Amid preparations for the UN Framework Convention on Climate Change talks, the Montreal Protocol quietly announced a decision to fund China’s phase-out of hydrochlorofluorocarbons (HCFCs), a move which will keep eight billion tonnes of greenhouse gases out of the atmosphere, not far off China’s annual CO2 emissions
If 2012 has shown anything, it’s that we’re still small and that our concise reports anchored in hard documentary evidence – often obtained undercover in potentially dangerous circumstances – continue to give us the clout to punch well above our weight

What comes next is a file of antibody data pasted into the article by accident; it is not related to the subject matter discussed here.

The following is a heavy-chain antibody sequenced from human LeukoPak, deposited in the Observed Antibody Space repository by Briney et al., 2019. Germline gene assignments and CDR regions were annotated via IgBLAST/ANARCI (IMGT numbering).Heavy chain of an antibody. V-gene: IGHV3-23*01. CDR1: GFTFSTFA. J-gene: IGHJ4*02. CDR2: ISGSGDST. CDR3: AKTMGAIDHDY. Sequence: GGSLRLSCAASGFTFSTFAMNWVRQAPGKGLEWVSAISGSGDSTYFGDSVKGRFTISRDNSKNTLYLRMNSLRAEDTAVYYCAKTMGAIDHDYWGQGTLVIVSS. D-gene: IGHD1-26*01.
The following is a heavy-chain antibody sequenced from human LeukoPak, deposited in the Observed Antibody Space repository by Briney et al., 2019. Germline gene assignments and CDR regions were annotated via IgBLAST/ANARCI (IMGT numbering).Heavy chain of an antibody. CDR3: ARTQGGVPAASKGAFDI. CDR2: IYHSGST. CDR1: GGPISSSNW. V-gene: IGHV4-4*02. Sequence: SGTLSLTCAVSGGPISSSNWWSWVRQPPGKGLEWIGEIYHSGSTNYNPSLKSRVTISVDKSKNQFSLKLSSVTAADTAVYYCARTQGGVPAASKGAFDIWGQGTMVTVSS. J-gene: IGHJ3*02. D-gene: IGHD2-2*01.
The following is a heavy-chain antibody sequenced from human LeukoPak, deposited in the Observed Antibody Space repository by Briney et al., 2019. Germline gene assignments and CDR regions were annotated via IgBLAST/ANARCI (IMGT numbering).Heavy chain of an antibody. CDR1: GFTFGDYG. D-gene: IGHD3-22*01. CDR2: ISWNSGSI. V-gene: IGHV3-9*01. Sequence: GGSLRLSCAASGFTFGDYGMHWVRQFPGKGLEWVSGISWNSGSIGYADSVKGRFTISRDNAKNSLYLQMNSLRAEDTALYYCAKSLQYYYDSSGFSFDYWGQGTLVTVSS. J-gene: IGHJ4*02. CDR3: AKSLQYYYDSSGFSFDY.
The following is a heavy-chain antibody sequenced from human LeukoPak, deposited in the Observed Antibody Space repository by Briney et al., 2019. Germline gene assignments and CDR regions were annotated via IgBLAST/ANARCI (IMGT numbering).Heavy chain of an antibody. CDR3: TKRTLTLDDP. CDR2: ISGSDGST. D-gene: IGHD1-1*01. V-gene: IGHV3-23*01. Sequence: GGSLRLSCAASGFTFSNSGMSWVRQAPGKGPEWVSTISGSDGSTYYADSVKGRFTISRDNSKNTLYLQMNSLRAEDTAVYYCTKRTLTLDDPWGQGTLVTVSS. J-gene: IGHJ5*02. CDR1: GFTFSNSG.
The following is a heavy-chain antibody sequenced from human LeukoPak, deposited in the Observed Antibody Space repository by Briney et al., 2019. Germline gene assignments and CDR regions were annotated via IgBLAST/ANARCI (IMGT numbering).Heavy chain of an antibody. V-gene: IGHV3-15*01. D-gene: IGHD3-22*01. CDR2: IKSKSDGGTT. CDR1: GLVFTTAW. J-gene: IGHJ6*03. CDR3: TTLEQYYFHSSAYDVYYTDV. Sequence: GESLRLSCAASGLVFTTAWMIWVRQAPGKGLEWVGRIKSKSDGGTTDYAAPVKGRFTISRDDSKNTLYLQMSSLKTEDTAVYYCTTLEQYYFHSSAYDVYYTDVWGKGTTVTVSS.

Our Climate Campaigner, Natasha Hurley, reports on the 18th Conference of the Parties (CoP18) to the UNFCCC in Qatar. While some progress was made including a deal on a 'Loss and Damage Mechanism' and acknowledgement of the need for HFC phase-out, an overall lack of urgency and mitigation pledges was disappointing.
The Montreal Protocol’s relatively unblemished record of forging consensus looks as though it could be severely compromised by the actions of just a few countries – particularly India, China and Brazil – to block agreement on a proposal to globally phase down HFCs, the fastest growing source of greenhouse gas emissions
EIA’s F-Gas team hosted a debate in the European Parliament to discuss the forthcoming revision of the F-Gas Regulation. They are a huge amount of work building up to something that lasts just a couple of hours, and right up to the event you have no idea how they will go